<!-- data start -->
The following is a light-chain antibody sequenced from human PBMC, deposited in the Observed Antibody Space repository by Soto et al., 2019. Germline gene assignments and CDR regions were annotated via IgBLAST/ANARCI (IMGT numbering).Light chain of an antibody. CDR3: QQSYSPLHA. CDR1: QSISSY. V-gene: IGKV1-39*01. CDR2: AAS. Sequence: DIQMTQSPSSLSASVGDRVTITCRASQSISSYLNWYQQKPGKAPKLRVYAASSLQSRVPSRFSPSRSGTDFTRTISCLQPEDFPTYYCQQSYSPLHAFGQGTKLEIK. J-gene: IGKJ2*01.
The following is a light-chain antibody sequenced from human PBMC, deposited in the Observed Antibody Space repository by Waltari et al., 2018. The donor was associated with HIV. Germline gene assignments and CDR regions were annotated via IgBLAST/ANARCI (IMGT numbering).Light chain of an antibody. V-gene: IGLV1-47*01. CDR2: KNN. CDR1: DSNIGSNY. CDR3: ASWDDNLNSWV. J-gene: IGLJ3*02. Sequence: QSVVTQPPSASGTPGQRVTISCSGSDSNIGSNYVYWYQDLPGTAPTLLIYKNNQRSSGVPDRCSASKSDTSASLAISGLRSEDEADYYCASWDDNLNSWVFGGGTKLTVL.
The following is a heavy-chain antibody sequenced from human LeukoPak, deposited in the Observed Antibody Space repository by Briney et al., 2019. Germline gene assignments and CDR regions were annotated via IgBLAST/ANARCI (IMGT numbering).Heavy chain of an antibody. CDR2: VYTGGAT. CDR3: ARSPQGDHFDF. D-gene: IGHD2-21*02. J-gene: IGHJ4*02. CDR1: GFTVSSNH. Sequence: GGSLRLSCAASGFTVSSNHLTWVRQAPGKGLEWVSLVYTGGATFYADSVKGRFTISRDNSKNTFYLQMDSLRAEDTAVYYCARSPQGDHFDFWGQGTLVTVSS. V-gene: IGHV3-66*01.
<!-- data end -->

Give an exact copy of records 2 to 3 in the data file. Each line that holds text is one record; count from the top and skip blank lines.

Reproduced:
The following is a light-chain antibody sequenced from human PBMC, deposited in the Observed Antibody Space repository by Waltari et al., 2018. The donor was associated with HIV. Germline gene assignments and CDR regions were annotated via IgBLAST/ANARCI (IMGT numbering).Light chain of an antibody. V-gene: IGLV1-47*01. CDR2: KNN. CDR1: DSNIGSNY. CDR3: ASWDDNLNSWV. J-gene: IGLJ3*02. Sequence: QSVVTQPPSASGTPGQRVTISCSGSDSNIGSNYVYWYQDLPGTAPTLLIYKNNQRSSGVPDRCSASKSDTSASLAISGLRSEDEADYYCASWDDNLNSWVFGGGTKLTVL.
The following is a heavy-chain antibody sequenced from human LeukoPak, deposited in the Observed Antibody Space repository by Briney et al., 2019. Germline gene assignments and CDR regions were annotated via IgBLAST/ANARCI (IMGT numbering).Heavy chain of an antibody. CDR2: VYTGGAT. CDR3: ARSPQGDHFDF. D-gene: IGHD2-21*02. J-gene: IGHJ4*02. CDR1: GFTVSSNH. Sequence: GGSLRLSCAASGFTVSSNHLTWVRQAPGKGLEWVSLVYTGGATFYADSVKGRFTISRDNSKNTFYLQMDSLRAEDTAVYYCARSPQGDHFDFWGQGTLVTVSS. V-gene: IGHV3-66*01.